A 5th way to review your life story – have you ever seen a story change the world? Have you ever experienced a story serving as food for the soul, yours or anyone else’s? Think of a truthful story, one that comes from the heart or soul, one that carries the power to heal, to stop hatred, or to change the listener in some way. Share just the essence of this story here. Maybe it will bring us closer together, or help us recognize our commonalities, as members of the human family.

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“When things are investigated, knowledge is extended;

When knowledge is extended, the will becomes sincere;

When the will is sincere, the mind is rectified;

When the mind is rectified, the personal life is cultivated;

When the personal life is cultivated, the family will be regulated;

When the family is regulated, the state will be in order;

And when the state is in order, there will be peace throughout the world.”

Confucius

Sharing life stories is a powerful experience, one that can touch us deeply, and give us great joy and satisfaction. It can give us a sense of inner harmony and connectedness. Telling our life story enables us to express our truth, as we see it, so that others might learn from it. What we typically choose to include in our life story are the constructive, or healing, aspects of our life and experience, rather than allowing destructive elements to become the focus, as is often the case in biography. Life storytelling, where we tell our own story in our own words, is a movement toward perpetuating healing stories.

As is clear in the Confucian tradition, there is a direct and crucial link between the individual and the rest of the world. What the individual does to cultivate, deepen, and transform one’s own life will inevitably impact others, and spread outward, like a ripple in a pond, creating ever-widening circles of empathy from oneself to one’s family, one’s community, one’s nation, and finally to all of humanity.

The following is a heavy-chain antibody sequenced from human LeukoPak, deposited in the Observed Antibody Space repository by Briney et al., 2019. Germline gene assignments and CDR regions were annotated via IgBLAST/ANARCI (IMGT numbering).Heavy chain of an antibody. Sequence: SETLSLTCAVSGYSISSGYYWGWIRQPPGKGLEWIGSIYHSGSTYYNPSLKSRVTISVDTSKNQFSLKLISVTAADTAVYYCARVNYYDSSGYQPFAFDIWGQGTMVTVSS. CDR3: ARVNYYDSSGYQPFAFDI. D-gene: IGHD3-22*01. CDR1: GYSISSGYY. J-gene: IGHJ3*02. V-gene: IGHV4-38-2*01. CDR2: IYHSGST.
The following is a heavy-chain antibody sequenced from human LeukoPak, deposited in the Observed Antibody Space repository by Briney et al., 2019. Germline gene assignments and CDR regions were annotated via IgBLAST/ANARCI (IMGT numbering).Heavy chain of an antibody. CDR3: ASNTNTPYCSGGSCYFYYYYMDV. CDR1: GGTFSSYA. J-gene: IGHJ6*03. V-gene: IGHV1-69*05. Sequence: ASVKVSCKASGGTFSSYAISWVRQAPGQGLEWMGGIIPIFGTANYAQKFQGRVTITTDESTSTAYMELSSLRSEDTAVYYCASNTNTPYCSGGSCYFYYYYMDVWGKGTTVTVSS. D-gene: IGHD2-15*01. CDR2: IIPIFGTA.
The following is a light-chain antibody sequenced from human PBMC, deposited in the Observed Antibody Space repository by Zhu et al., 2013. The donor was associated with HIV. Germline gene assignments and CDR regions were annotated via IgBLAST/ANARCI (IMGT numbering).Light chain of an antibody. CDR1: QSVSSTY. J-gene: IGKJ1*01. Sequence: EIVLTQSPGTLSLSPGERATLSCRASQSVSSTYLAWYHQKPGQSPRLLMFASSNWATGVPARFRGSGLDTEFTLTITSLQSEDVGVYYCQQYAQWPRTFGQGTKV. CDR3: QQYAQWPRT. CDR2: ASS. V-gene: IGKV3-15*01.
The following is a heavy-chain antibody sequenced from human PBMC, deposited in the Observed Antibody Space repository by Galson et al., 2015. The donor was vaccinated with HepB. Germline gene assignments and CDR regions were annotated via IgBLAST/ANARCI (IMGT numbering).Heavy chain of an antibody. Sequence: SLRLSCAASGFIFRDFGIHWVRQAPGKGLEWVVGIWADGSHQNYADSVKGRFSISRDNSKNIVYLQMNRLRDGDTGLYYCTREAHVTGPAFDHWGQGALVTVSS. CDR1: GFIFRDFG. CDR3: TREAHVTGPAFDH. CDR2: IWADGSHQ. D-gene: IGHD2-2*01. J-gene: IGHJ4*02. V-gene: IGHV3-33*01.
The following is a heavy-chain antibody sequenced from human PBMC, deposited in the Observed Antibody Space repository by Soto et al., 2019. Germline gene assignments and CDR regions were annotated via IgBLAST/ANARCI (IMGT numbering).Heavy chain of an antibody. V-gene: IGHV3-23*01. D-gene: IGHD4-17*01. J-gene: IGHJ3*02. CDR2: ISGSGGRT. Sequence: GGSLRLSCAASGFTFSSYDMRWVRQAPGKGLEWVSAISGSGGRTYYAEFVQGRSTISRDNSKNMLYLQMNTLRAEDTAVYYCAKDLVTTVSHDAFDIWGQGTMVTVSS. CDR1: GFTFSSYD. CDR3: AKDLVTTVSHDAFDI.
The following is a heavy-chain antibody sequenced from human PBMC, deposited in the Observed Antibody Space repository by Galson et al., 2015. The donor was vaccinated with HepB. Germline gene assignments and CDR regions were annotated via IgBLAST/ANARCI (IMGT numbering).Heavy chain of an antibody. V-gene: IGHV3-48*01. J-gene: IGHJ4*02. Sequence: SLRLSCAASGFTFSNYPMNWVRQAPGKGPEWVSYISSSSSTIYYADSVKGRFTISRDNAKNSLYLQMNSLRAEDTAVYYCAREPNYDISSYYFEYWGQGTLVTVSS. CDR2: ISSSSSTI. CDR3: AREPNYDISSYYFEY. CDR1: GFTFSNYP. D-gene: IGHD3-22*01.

Realizing such a human community founded upon the highest social ethic, what Confucius referred to as the Grand Unity, is fully dependent upon the learning, and the morals, of each individual, as well as upon the harmony between all levels of society and between all living creatures. He understood that authentic humanity evolves to its fullest extent possible only when blind egoism disappears. This never-ending work of transforming the world has its roots in the ancient tradition of storytelling.

A 4th way to review your life story –   think of something that you did, or that you heard from someone else, that has had a ripple effect on the lives of others. What was it that gave this experience the power to influence, change, or transform others? What was the essential truth of this experience? How and why did the telling or sharing of this experience have a healing effect on you and/or others? What was it about this experience that brought others together in some way? In a page or two, tell the story of this experience that has been a change agent for others.